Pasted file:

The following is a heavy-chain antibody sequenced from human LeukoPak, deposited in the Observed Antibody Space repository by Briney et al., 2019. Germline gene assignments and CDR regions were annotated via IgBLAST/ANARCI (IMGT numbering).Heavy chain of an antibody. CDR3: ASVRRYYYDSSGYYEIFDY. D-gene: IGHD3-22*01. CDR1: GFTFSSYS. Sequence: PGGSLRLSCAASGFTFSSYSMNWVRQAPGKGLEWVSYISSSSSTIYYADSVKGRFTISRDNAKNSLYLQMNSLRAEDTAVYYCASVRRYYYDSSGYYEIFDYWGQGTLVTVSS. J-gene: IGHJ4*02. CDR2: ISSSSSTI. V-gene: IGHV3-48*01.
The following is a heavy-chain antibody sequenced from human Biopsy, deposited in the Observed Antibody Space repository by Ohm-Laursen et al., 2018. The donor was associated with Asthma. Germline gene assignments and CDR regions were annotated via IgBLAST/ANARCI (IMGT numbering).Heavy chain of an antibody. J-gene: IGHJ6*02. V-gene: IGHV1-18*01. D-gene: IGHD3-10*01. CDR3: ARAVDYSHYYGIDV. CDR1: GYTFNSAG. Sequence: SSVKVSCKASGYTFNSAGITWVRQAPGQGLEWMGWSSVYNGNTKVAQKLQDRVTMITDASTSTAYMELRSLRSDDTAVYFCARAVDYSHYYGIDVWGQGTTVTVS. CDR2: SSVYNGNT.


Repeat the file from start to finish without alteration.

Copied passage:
The following is a heavy-chain antibody sequenced from human LeukoPak, deposited in the Observed Antibody Space repository by Briney et al., 2019. Germline gene assignments and CDR regions were annotated via IgBLAST/ANARCI (IMGT numbering).Heavy chain of an antibody. CDR3: ASVRRYYYDSSGYYEIFDY. D-gene: IGHD3-22*01. CDR1: GFTFSSYS. Sequence: PGGSLRLSCAASGFTFSSYSMNWVRQAPGKGLEWVSYISSSSSTIYYADSVKGRFTISRDNAKNSLYLQMNSLRAEDTAVYYCASVRRYYYDSSGYYEIFDYWGQGTLVTVSS. J-gene: IGHJ4*02. CDR2: ISSSSSTI. V-gene: IGHV3-48*01.
The following is a heavy-chain antibody sequenced from human Biopsy, deposited in the Observed Antibody Space repository by Ohm-Laursen et al., 2018. The donor was associated with Asthma. Germline gene assignments and CDR regions were annotated via IgBLAST/ANARCI (IMGT numbering).Heavy chain of an antibody. J-gene: IGHJ6*02. V-gene: IGHV1-18*01. D-gene: IGHD3-10*01. CDR3: ARAVDYSHYYGIDV. CDR1: GYTFNSAG. Sequence: SSVKVSCKASGYTFNSAGITWVRQAPGQGLEWMGWSSVYNGNTKVAQKLQDRVTMITDASTSTAYMELRSLRSDDTAVYFCARAVDYSHYYGIDVWGQGTTVTVS. CDR2: SSVYNGNT.